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Title: A prospective study of risk-reducing salpingo-oophorectomy and longitudinal CA-125 screening among women at increased genetic risk of ovarian cancer: design and baseline characteristics: a Gynecologic Oncology Group study.
Authors: Greene MH,  Piedmonte M,  Alberts D,  Gail M,  Hensley M,  Miner Z,  Mai PL,  Loud J,  Rodriguez G,  Basil J,  Boggess J,  Schwartz PE,  Kelley JL,  Wakeley KE,  Minasian L,  Skates S
Journal: Cancer Epidemiol Biomarkers Prev
Date: 2008 Mar
Branches: CGB, BB
PubMed ID: 18349277
PMC ID: PMC3125978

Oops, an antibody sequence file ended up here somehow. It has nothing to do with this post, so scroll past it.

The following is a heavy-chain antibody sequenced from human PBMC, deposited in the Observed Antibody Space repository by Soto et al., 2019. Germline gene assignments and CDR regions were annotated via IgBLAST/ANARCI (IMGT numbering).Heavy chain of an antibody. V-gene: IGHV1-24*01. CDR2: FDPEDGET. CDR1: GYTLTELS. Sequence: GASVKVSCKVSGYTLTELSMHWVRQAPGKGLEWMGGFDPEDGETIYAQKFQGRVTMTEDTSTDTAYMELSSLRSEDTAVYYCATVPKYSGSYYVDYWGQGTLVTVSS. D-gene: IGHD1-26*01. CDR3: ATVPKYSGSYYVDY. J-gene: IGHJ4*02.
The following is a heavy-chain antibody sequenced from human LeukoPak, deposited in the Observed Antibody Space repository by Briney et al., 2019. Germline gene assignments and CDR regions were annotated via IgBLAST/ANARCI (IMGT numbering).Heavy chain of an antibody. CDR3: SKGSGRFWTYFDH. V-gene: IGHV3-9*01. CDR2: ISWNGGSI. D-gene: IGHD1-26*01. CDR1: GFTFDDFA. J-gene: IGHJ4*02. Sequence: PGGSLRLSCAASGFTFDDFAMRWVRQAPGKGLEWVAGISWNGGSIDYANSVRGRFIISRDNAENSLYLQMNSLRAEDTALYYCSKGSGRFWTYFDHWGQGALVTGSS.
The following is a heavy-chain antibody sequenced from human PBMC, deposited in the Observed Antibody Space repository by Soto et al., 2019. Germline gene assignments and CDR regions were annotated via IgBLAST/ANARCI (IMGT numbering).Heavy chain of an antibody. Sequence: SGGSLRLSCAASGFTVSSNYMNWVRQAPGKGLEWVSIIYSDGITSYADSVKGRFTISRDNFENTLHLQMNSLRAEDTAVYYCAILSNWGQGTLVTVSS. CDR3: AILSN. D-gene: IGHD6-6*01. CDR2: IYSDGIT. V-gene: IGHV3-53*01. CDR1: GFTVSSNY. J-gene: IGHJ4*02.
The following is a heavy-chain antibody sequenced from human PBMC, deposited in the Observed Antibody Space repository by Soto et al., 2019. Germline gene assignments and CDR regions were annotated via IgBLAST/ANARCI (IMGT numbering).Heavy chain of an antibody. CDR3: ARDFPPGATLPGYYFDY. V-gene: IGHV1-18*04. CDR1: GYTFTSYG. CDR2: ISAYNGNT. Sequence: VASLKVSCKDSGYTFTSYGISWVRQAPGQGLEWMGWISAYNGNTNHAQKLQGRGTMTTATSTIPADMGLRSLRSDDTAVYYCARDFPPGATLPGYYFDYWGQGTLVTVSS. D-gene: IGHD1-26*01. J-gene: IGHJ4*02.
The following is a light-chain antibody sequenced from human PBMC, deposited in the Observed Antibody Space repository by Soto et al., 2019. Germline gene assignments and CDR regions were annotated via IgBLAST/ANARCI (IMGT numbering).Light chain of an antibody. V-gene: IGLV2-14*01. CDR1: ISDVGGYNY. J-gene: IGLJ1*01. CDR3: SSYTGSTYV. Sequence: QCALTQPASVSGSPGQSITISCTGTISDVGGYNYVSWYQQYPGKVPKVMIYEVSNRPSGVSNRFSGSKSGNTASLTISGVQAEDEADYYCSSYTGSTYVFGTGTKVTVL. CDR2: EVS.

Abstract: BACKGROUND: Women who are genetically predisposed to ovarian cancer are at very high risk of developing this disease. Although risk-reducing salpingo-oophorectomy (RRSO) and various screening regimens are currently recommended to reduce ovarian cancer risk, the optimal management strategy has not been established nor have multiple additional issues been adequately addressed. We developed a collaboration among the Clinical Genetics Branch (National Cancer Institute's Intramural Research Program), the Gynecologic Oncology Group (GOG), and the Cancer Genetics Network to address these issues. METHODS: This is a prospective, international, two-cohort, nonrandomized study of women at genetic risk of ovarian cancer, who chose either to undergo RRSO or screening, at study enrollment. Primary study objectives include quantifying and comparing ovarian and breast cancer incidence in the two study groups, assessing feasibility and selected performance characteristics of a novel ovarian cancer screening strategy (the Risk of Ovarian Cancer Algorithm), evaluating various aspects of quality of life and nononcologic morbidity related to various interventions in at-risk women, and creating a biospecimen repository for subsequent translational research. RESULTS: Study accrual is complete as of November 2006; 2,605 participants enrolled: 1,030 (40%) into the surgical cohort and 1,575 (60%) into the screening cohort. Five years of prospective follow-up ends in November 2011. Verification of BRCA mutation carrier status is under way, either through patient-provided reports from clinical genetic testing done before enrollment or through research-based genetic testing being conducted as part of the protocol. Patient eligibility is currently under evaluation and baseline, surgical, pathology, and outcome data are still being collected. The study design and selected baseline characteristics of cohort members are summarized. CONCLUSION: This National Cancer Institute intramural/extramural collaboration will provide invaluable prospectively collected observational data on women at high familial ovarian cancer risk, including substantial numbers of women carrying BRCA1/2 mutations. These data will aid in elucidating the effect of RRSO on breast/ovarian cancer risk and the effects of two management strategies, on quality of life and other issues that may influence patient care, as well as providing preliminary estimates of test specificity and positive predictive value of a novel ovarian cancer screening strategy.